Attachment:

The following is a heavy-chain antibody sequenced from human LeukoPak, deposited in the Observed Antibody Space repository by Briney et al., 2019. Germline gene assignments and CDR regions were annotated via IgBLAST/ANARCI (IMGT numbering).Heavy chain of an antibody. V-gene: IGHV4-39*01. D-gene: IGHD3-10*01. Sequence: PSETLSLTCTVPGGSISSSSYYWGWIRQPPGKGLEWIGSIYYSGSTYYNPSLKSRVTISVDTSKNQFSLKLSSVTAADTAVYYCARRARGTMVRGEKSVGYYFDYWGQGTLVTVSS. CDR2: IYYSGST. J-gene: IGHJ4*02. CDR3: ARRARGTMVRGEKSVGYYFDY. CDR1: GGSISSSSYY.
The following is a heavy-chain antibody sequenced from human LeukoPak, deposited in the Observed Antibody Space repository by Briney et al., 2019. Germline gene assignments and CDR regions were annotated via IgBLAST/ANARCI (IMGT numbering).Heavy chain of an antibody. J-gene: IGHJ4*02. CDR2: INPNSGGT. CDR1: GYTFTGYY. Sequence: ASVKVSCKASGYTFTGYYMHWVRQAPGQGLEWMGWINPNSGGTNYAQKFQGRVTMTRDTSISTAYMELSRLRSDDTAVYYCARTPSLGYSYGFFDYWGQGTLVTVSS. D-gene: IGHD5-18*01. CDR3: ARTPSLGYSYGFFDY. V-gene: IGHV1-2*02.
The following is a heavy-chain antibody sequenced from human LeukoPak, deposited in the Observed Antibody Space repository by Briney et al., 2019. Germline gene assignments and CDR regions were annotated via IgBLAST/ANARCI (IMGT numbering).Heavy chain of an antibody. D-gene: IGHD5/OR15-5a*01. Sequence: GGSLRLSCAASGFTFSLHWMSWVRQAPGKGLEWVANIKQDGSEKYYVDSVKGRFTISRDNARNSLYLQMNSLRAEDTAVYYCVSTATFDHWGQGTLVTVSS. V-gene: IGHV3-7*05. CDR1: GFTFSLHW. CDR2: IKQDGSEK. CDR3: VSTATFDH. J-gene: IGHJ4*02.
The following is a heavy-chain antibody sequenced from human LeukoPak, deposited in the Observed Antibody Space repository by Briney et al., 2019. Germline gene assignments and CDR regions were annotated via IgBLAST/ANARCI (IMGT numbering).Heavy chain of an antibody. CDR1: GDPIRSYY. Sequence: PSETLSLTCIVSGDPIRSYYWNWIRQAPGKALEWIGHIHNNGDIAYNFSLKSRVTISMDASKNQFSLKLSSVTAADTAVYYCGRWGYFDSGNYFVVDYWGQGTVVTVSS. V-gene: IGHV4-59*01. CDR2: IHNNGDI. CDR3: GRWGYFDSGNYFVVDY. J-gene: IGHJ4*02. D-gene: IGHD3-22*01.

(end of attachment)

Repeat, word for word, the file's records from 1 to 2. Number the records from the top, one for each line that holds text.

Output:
The following is a heavy-chain antibody sequenced from human LeukoPak, deposited in the Observed Antibody Space repository by Briney et al., 2019. Germline gene assignments and CDR regions were annotated via IgBLAST/ANARCI (IMGT numbering).Heavy chain of an antibody. V-gene: IGHV4-39*01. D-gene: IGHD3-10*01. Sequence: PSETLSLTCTVPGGSISSSSYYWGWIRQPPGKGLEWIGSIYYSGSTYYNPSLKSRVTISVDTSKNQFSLKLSSVTAADTAVYYCARRARGTMVRGEKSVGYYFDYWGQGTLVTVSS. CDR2: IYYSGST. J-gene: IGHJ4*02. CDR3: ARRARGTMVRGEKSVGYYFDY. CDR1: GGSISSSSYY.
The following is a heavy-chain antibody sequenced from human LeukoPak, deposited in the Observed Antibody Space repository by Briney et al., 2019. Germline gene assignments and CDR regions were annotated via IgBLAST/ANARCI (IMGT numbering).Heavy chain of an antibody. J-gene: IGHJ4*02. CDR2: INPNSGGT. CDR1: GYTFTGYY. Sequence: ASVKVSCKASGYTFTGYYMHWVRQAPGQGLEWMGWINPNSGGTNYAQKFQGRVTMTRDTSISTAYMELSRLRSDDTAVYYCARTPSLGYSYGFFDYWGQGTLVTVSS. D-gene: IGHD5-18*01. CDR3: ARTPSLGYSYGFFDY. V-gene: IGHV1-2*02.